And the Rumble is in Phoenix, Arizona, which isn't exactly the smarkiest of smark cities, so I'm not sure how the live crowd will react. It'll probably be more balanced than WWE would like, but I'm not sure Rock will get booed out of the building or anything…
Secondly, I was watching Flair vs Hogan from MSG in the early 90's and it got me thinking. When watching the MSG match I noticed Flair was getting alot of cheers from the NYC crowd. It's been said that the dream match of Flair vs Hogan never took place in WWF, due to it not doing well at house shows, which resulted in the double main event of Wrestlemania VIII. When the WWF said that it "didn't preform well at house shows," did that mean that they didn't want anyone getting cheered over Hogan at the biggest show of the year??? If that's true, it would coincide with Jake Roberts story that they tried a program with he and Hogan, but it quickly got stopped due to people cheering for him as opposed to Hogan. As a fan I don't like that Hogan was so protected but as Jake said, "You don't kill the golden goose."
That would be a valid reason to not do the match, yes. Had Flair been getting cheers and positive reactions, then pulling him from the match might well have been a logical, good choice, although Hogan wasn't exactly at the peak of his popularity at the time.
But as I understand it, the issue was not Flair getting cheered, but instead simply the case that the house shows were not selling out fast enough, that there wasn't enough interest in the match up from the fans in WWE's base. Had the shows sold out on day 1 and then the crowd been split 50-50, WWE would have been less likely to pull the plug, as they would have had to think about things longer. But the house shows did not pick up, did not get really hot crowds, and that's why they pulled it. Simple as that.
Matt takes us to commentary.
Hey dude you do a great job on this column...anyway
Was Bobby Heenan and Gorilla Monsoons banter scripted? Half scripted? On the fly? Because seriously they were incredible together...Royal Rumble 1993 has great commentary...
(embeds best of heenan and monsoon youtube vid...;) I like the vids F the rest)
Embed a vid? Don't mind if I do…
Heenan and Monsoon was, like most old school commentary, done on the fly but with a goal in mind. They would occasionally feed each other lines or ideas about what to say, and they'd have Vince McMahon or someone in their ear to tell them to put over this guy or talk about this, but for the most part, they knew how to talk, when to tell jokes and when to focus on the action. Like working a match, they had spots they'd hit, but for the most part they just worked the match together with no script.
So let's get the self-publicity out of the way first.
Shawn has a bunch of questions.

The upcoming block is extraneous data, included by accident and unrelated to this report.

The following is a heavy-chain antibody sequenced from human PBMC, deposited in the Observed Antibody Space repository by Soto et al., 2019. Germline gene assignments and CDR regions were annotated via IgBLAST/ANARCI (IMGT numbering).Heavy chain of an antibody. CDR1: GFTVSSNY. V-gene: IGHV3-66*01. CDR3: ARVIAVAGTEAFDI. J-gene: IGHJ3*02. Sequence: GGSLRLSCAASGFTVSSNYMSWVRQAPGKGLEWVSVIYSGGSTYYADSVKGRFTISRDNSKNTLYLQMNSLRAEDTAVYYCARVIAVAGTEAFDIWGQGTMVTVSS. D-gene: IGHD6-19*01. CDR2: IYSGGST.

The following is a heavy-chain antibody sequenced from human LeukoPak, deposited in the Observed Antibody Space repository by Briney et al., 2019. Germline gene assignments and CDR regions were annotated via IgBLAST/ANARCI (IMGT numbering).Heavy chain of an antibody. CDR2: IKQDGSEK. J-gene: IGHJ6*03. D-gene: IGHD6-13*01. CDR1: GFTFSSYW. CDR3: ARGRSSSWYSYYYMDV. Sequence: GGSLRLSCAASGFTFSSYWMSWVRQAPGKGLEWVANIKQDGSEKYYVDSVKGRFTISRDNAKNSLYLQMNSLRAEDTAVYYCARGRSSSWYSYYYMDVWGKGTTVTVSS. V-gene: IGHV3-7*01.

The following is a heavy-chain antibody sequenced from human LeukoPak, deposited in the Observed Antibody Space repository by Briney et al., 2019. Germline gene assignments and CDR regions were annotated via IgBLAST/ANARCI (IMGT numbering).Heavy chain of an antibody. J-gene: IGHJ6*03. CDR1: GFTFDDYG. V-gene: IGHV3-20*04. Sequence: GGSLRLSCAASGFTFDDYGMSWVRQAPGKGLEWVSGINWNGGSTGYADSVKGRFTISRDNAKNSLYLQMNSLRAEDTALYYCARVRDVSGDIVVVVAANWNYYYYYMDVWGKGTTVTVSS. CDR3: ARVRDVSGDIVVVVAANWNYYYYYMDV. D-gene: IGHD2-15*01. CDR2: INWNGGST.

As always, great column and thanks for answering my questions yet
again. Got a couple more for you.
1. Do you think the WWE will/should come out with a show similar to
Livewire when it was first launched? With WWE getting into social
media so much, the idea of a show specifically for fan interaction
seems like a good idea. Instead of flooding Raw and Smackdown with
Twitter and Tout stuff, have an hour show entirely for it. Live
Tweeting with wrestlers, Tout responses to in-studio guests; it seems
like a no brainer considering they did the concept at a time when the
most advanced fan interactive thing was phone calls.
Except that you end up with stuff like this happening.
I mean, I can see the logic, and if the network ever happens then I'm sure they'll launch something akin to this, but unless someone very high up, i.e. the man in charge decides to lay off social media, it's here to stay. If anything, right now, such a show would be in addition to keeping all the current stuff throughout the broadcast. Vince loves the idea that he can cause stuff to ‘trend', that he can have stuff occur with a tangible way to claim he's important. #Raw is trending right now on Twitter, it must be important, if it's up there with "Bishop" and "#5ThingsIFindAttractive", right?
So yeah, I see the logic and would support it, but it won't happen because WWE is currently too obsessed with being popular on the internet and thus popular culture, and so they won't cordon off such interaction, they'll keep it front and center as much as they can.
2. Why did Vince get to do commentary for so long on Raw? I understand
that he is the boss and can do whatever he wants, but did all those
years go by with nobody having the courage/freedom to tell Vince that
he sucks on commentary? Did Vince not listen to himself and realize
how horrible he was? Or did Vince need to micromanage that badly?
Geez, some things I've had to defend in this column, from Russo to Mongo…
Anyway, I think the problem here is that you're looking at it, I presume, from a stance of that Vince's style of commentary sucks. Just a wild stab in the dark, that you don't like how he doesn't call moves, and just tells stories and is a bit over the top at times. Problem is, each of those is a positive for Vince.
Vince just has a view on what announcers should do that's wildly different from most of those people who are watching AND who read this column. He has a set idea on what his ideal announcer is, and that's a guy who tells stories, is enthusiastic about the people involved but not so much the moves, instead focusing on character and story. And who better to tell the stories and point out the things he wants than himself?
Of course, it helped that he had people he trusted at the time to be in the Gorilla position, ‘running' the show while he did commentary, after he lost a few people from the organisation due to illness, death or jumping ship he was somewhat forced to leave commentary, even if the Austin feud hadn't begun, he'd still have to move backstage to run the show.
But again, while you may or may not like Vince as a commentator, you're looking at it from what you want, and that is different to what Vince wants and what Vince feels is best. So, naturally, he'll make choices different to you. Not to say you have to like it, but you should understand it.